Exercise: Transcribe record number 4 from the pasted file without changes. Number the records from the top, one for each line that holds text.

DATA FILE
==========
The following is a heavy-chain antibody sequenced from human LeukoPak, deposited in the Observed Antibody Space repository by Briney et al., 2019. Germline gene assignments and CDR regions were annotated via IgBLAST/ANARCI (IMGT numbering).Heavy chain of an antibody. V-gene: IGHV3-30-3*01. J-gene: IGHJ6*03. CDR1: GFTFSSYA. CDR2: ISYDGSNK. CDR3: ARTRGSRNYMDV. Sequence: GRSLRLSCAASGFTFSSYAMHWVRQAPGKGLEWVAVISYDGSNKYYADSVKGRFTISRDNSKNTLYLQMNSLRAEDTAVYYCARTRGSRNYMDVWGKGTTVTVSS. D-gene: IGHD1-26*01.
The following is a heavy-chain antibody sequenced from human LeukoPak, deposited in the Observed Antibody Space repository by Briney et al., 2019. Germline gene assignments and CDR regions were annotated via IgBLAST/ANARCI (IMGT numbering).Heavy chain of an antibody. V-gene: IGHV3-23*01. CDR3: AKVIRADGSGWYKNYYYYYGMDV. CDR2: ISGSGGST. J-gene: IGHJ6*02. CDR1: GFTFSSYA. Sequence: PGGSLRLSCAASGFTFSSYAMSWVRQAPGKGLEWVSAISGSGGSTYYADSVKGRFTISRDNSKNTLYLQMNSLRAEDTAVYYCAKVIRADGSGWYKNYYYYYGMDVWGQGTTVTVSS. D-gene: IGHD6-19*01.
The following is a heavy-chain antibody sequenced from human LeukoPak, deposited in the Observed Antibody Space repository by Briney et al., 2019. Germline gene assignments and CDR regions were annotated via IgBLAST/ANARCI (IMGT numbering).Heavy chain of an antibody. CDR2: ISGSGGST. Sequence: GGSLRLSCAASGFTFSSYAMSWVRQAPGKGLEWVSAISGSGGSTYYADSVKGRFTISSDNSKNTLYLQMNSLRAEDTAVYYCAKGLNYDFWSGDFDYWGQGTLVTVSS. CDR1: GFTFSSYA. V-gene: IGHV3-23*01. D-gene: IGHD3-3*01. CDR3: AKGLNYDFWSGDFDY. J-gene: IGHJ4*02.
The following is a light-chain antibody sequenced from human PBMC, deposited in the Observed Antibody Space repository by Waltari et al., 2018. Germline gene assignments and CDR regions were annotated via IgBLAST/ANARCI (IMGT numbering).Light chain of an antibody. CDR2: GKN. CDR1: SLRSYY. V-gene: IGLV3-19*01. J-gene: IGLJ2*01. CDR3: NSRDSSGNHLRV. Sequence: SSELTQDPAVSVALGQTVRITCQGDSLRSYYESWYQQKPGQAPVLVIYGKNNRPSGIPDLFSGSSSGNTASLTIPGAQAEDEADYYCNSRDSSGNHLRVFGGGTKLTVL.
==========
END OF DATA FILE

The following is a light-chain antibody sequenced from human PBMC, deposited in the Observed Antibody Space repository by Waltari et al., 2018. Germline gene assignments and CDR regions were annotated via IgBLAST/ANARCI (IMGT numbering).Light chain of an antibody. CDR2: GKN. CDR1: SLRSYY. V-gene: IGLV3-19*01. J-gene: IGLJ2*01. CDR3: NSRDSSGNHLRV. Sequence: SSELTQDPAVSVALGQTVRITCQGDSLRSYYESWYQQKPGQAPVLVIYGKNNRPSGIPDLFSGSSSGNTASLTIPGAQAEDEADYYCNSRDSSGNHLRVFGGGTKLTVL.